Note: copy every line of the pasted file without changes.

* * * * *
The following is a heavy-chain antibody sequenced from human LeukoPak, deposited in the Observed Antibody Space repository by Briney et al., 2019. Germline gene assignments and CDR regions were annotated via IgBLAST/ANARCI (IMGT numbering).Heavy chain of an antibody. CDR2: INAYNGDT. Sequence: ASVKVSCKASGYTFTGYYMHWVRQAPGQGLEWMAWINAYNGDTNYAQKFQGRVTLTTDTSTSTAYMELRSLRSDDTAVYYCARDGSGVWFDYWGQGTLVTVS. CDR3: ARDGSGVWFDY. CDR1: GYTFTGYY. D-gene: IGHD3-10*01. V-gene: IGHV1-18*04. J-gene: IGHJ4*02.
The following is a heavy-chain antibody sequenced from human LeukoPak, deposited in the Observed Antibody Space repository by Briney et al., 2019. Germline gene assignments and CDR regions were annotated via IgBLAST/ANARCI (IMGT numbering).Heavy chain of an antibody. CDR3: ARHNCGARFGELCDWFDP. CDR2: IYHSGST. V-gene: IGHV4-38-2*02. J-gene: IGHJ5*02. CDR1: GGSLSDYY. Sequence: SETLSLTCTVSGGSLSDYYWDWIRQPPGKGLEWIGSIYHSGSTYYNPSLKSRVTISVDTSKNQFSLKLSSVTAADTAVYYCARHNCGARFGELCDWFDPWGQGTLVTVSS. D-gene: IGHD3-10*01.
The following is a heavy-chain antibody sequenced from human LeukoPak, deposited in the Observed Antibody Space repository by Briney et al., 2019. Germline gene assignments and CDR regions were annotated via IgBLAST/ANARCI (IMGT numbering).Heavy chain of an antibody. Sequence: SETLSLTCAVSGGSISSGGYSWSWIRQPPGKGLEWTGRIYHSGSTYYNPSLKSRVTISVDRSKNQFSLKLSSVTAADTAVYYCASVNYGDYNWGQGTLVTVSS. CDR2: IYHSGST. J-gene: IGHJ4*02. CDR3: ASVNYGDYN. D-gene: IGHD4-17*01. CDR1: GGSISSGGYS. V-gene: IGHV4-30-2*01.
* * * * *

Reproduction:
The following is a heavy-chain antibody sequenced from human LeukoPak, deposited in the Observed Antibody Space repository by Briney et al., 2019. Germline gene assignments and CDR regions were annotated via IgBLAST/ANARCI (IMGT numbering).Heavy chain of an antibody. CDR2: INAYNGDT. Sequence: ASVKVSCKASGYTFTGYYMHWVRQAPGQGLEWMAWINAYNGDTNYAQKFQGRVTLTTDTSTSTAYMELRSLRSDDTAVYYCARDGSGVWFDYWGQGTLVTVS. CDR3: ARDGSGVWFDY. CDR1: GYTFTGYY. D-gene: IGHD3-10*01. V-gene: IGHV1-18*04. J-gene: IGHJ4*02.
The following is a heavy-chain antibody sequenced from human LeukoPak, deposited in the Observed Antibody Space repository by Briney et al., 2019. Germline gene assignments and CDR regions were annotated via IgBLAST/ANARCI (IMGT numbering).Heavy chain of an antibody. CDR3: ARHNCGARFGELCDWFDP. CDR2: IYHSGST. V-gene: IGHV4-38-2*02. J-gene: IGHJ5*02. CDR1: GGSLSDYY. Sequence: SETLSLTCTVSGGSLSDYYWDWIRQPPGKGLEWIGSIYHSGSTYYNPSLKSRVTISVDTSKNQFSLKLSSVTAADTAVYYCARHNCGARFGELCDWFDPWGQGTLVTVSS. D-gene: IGHD3-10*01.
The following is a heavy-chain antibody sequenced from human LeukoPak, deposited in the Observed Antibody Space repository by Briney et al., 2019. Germline gene assignments and CDR regions were annotated via IgBLAST/ANARCI (IMGT numbering).Heavy chain of an antibody. Sequence: SETLSLTCAVSGGSISSGGYSWSWIRQPPGKGLEWTGRIYHSGSTYYNPSLKSRVTISVDRSKNQFSLKLSSVTAADTAVYYCASVNYGDYNWGQGTLVTVSS. CDR2: IYHSGST. J-gene: IGHJ4*02. CDR3: ASVNYGDYN. D-gene: IGHD4-17*01. CDR1: GGSISSGGYS. V-gene: IGHV4-30-2*01.